The situation involving Petraeus also crosses with congressional investigations into security failures in Benghazi, Libya, that led to the death in September of four Americans including U.S. Ambassador Christopher Stevens. Petraeus had been scheduled testify on the matter before stepping down.
Senator Susan Collins of Maine, ranking Republican on Homeland Security and Governmental Affairs Committee, said she is “puzzled by much of what has occurred in the FBI investigation” and concerned about the possibility that classified information might have been compromised.
“There are so many unanswered questions at this point,” Collins said. “I will say that I think it is absolutely imperative that General Petraeus come and testify.”
Today, the Senate Homeland Security and Government Affairs Committee will hold a closed-door briefing on the Benghazi attack that may also touch on the Petraeus scandal. At least three congressional committees have scheduled hearings on Benghazi for tomorrow.
Retired Navy Admiral Dennis Blair, a former U.S. Director of National Intelligence, said the controversy shouldn’t harm Obama’s efforts to negotiate the fiscal cliff or govern in the long term and that the administration can find well qualified replacements for Petraeus and, if necessary, Allen.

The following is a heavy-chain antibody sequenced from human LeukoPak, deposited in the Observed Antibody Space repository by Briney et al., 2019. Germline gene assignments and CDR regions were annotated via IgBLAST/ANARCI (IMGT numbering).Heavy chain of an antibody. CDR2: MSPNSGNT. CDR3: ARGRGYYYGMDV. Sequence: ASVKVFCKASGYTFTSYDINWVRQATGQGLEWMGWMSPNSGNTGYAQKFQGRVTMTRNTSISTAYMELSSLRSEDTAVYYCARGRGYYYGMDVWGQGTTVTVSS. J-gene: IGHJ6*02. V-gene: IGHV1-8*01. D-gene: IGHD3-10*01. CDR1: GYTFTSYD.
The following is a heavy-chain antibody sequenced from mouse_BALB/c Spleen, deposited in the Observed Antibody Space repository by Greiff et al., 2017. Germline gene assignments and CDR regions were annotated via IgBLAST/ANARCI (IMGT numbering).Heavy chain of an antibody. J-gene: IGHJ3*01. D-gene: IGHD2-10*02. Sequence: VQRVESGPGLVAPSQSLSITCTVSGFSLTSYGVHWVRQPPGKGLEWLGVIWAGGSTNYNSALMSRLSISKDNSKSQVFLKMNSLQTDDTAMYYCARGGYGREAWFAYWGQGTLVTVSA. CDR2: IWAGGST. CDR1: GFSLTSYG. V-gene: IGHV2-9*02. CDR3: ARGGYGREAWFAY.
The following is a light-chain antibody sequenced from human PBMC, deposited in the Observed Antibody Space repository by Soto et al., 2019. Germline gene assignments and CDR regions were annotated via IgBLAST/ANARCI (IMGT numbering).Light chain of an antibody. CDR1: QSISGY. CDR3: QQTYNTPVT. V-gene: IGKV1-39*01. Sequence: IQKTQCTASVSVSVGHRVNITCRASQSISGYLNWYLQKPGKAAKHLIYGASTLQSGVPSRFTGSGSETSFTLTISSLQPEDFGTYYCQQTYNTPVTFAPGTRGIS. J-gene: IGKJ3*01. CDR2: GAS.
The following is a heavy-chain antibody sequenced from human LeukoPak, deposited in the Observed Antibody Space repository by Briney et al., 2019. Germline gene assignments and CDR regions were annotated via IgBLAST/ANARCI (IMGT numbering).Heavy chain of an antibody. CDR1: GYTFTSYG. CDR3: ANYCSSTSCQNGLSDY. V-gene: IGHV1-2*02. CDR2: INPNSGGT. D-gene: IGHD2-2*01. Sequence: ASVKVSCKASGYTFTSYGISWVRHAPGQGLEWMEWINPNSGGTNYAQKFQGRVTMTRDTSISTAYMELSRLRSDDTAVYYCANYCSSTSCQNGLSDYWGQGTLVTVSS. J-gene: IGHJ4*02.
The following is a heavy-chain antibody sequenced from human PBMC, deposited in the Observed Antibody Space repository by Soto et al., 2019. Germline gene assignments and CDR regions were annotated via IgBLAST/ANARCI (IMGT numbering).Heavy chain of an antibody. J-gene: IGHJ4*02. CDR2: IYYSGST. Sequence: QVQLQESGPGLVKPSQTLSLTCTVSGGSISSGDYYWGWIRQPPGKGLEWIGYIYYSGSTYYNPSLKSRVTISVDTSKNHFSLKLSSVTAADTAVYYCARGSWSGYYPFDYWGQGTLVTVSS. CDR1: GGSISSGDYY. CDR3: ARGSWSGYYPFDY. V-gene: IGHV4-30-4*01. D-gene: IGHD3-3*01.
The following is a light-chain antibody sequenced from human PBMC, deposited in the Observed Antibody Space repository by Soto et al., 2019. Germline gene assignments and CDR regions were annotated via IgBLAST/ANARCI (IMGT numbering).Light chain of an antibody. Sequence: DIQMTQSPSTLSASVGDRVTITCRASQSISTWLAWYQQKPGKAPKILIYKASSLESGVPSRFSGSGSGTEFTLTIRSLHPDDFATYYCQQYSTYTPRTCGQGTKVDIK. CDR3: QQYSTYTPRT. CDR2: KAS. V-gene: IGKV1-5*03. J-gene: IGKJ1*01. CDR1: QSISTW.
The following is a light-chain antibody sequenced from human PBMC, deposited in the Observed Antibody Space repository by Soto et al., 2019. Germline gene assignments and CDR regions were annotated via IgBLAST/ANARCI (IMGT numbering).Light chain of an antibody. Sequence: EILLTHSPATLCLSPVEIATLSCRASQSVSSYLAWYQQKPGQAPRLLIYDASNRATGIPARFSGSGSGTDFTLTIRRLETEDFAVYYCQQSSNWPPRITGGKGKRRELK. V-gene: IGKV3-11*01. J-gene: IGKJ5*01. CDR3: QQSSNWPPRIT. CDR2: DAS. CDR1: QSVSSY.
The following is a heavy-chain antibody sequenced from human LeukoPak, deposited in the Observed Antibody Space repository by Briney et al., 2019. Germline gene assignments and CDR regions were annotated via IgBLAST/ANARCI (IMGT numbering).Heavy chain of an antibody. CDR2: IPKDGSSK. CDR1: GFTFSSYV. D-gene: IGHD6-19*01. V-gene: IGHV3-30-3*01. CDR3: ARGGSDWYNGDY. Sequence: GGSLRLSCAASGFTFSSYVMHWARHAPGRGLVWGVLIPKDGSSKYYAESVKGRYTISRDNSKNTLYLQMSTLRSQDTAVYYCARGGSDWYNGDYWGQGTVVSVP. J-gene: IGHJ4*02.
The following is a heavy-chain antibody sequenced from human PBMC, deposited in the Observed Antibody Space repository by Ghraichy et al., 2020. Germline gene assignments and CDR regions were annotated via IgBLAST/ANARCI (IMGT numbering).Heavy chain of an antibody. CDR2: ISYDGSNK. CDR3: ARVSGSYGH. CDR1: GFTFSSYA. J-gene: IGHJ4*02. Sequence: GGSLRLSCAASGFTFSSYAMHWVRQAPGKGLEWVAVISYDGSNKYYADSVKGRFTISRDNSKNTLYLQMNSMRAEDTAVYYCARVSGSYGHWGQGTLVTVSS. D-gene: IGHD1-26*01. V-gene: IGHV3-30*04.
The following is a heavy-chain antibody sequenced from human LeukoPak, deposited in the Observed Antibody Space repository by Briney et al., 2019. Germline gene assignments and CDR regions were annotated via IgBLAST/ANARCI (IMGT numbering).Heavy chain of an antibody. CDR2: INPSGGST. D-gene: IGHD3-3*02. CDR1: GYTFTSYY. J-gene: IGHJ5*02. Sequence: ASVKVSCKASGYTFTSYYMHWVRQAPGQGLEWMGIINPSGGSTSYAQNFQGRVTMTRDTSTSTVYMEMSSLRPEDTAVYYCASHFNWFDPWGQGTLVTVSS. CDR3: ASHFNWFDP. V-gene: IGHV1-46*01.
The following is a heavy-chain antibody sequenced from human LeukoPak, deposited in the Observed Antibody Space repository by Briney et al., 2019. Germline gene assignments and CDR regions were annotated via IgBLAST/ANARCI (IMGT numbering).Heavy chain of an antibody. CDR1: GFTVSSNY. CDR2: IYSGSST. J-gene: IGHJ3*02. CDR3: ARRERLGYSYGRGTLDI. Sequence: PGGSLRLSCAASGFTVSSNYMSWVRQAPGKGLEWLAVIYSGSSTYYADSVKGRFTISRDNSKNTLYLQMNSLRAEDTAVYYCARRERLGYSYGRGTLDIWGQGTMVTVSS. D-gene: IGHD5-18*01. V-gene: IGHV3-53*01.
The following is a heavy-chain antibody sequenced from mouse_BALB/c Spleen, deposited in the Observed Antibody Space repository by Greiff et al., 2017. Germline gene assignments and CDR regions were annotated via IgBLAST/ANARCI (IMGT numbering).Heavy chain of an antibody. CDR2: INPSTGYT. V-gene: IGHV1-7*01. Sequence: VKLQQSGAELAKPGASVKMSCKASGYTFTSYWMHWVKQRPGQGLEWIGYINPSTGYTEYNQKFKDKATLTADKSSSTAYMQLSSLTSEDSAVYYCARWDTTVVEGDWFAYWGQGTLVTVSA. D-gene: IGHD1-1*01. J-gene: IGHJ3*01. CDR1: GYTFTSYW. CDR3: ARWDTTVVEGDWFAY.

Blair said in an interview the bigger issue raised by the Petraeus scandal is the message it sends internationally and the potential impact on U.S. national security interests.
“It’s awful from that point of view,” he said. Following the departures of Army generals David McKiernan and Stanley McChrystal as top commanders in Afghanistan, it provides “so much fodder for those who say the U.S. is not serious about its wars. There is a history of U.S. senior military leaders being replaced because they do not win. We are replacing them these days for bad magazine articles and personal indiscretions.”
Blair added that most people can’t understand the strains wartime commanders face from sending their people into harm’s way every day.
“It helps explain, although it does not excuse, the lapses we have observed,” he said.
Richard Trumka, president of the AFL-CIO and one of of the participants in yesterday’s meeting with Obama at the White House, said Obama gave no indication that the Petraeus matter was diverting his focus.
Obama has shown that he’s “very capable of handling multiple issues,” Trumka said, citing the secret mission that killed Osama bin Laden as an example of Obama’s ability to juggle the demands of his job. “He was able to handle that and I think this is far less distracting than that ever could have been.”
Thomas “Mack” McLarty, former chief of staff for President Bill Clinton, said that while the rapidly unfolding Petraeus scandal is manageable for Obama, the real challenge is to stay “focused and on course” with the administration’s priorities.
“The facts as we know them now don’t directly touch a presidential decision,” McLarty said in an interview. “It is really a personal transgression and a tragedy.”
For Obama, the Petraeus controversy will be short-lived and the political and economic costs of failing to reach a deal on taxes and spending make the fiscal cliff “too important” to be overshadowed, said Thomas Mann, senior fellow of governance studies at the Brookings Institution in Washington.